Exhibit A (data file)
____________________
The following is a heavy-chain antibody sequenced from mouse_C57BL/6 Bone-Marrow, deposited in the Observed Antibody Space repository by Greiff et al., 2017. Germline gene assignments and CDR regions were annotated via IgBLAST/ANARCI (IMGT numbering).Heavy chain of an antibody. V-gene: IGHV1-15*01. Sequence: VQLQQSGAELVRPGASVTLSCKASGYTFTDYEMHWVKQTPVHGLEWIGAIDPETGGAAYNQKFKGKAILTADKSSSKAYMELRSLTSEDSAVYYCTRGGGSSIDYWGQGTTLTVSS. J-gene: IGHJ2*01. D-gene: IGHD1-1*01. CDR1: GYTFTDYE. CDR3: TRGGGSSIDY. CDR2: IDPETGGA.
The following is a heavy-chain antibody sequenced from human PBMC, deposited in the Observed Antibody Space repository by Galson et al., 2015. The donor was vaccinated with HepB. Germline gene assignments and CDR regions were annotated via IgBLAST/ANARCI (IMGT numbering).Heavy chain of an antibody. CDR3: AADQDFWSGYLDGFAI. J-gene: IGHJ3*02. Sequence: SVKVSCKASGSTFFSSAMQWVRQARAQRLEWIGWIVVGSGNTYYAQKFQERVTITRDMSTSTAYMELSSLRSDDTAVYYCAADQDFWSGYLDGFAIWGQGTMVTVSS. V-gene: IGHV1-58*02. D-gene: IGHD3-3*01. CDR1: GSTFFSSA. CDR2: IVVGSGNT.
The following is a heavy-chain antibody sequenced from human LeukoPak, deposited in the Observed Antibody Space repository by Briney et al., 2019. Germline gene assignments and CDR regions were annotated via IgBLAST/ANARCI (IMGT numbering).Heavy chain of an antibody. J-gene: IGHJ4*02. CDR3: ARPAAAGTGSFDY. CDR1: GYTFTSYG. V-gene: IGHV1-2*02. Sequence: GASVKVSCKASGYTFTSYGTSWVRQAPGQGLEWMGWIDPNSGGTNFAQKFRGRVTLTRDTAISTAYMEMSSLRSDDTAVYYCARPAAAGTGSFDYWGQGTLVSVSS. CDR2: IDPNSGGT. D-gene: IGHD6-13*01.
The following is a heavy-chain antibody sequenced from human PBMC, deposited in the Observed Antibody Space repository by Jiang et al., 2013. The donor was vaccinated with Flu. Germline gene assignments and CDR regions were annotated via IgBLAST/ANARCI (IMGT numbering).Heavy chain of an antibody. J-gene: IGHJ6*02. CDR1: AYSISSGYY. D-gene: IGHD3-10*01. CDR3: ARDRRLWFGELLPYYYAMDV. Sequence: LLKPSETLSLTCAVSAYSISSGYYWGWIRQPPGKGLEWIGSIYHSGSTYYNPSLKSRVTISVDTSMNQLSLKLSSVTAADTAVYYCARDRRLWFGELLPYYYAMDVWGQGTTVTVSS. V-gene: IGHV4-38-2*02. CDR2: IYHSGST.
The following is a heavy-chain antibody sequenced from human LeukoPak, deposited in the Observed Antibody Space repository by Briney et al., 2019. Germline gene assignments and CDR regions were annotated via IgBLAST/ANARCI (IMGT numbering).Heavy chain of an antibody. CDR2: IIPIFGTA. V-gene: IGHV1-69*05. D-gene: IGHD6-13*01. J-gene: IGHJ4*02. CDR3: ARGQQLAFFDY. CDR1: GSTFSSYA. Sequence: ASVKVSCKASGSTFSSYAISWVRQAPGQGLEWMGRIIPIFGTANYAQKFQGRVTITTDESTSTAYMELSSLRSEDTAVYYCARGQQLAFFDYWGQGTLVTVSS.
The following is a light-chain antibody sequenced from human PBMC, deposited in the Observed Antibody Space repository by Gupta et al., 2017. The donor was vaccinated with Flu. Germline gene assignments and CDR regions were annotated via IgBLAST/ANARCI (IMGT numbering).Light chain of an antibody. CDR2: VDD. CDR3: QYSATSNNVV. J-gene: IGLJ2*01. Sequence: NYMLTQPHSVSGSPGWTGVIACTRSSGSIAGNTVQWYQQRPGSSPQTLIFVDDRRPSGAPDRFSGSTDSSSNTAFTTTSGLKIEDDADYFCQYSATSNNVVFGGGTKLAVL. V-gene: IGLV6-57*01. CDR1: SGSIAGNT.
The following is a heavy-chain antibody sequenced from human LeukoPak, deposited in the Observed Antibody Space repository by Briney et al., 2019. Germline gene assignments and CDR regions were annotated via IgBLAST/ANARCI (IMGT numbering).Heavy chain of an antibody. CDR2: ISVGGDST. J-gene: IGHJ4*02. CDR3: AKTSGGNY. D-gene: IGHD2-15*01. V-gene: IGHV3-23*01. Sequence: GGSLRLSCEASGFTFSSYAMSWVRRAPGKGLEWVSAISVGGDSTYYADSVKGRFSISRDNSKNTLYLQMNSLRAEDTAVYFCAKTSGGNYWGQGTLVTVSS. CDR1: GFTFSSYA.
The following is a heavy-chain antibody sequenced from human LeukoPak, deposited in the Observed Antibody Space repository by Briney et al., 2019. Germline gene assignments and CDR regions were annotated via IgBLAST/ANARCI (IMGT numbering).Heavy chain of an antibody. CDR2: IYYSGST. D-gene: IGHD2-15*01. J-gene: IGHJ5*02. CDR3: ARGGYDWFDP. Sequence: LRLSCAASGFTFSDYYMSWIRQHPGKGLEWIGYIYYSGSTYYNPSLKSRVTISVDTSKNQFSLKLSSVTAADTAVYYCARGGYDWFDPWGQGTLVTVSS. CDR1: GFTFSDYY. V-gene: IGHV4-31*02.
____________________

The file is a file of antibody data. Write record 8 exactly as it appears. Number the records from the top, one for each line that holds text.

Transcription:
The following is a heavy-chain antibody sequenced from human LeukoPak, deposited in the Observed Antibody Space repository by Briney et al., 2019. Germline gene assignments and CDR regions were annotated via IgBLAST/ANARCI (IMGT numbering).Heavy chain of an antibody. CDR2: IYYSGST. D-gene: IGHD2-15*01. J-gene: IGHJ5*02. CDR3: ARGGYDWFDP. Sequence: LRLSCAASGFTFSDYYMSWIRQHPGKGLEWIGYIYYSGSTYYNPSLKSRVTISVDTSKNQFSLKLSSVTAADTAVYYCARGGYDWFDPWGQGTLVTVSS. CDR1: GFTFSDYY. V-gene: IGHV4-31*02.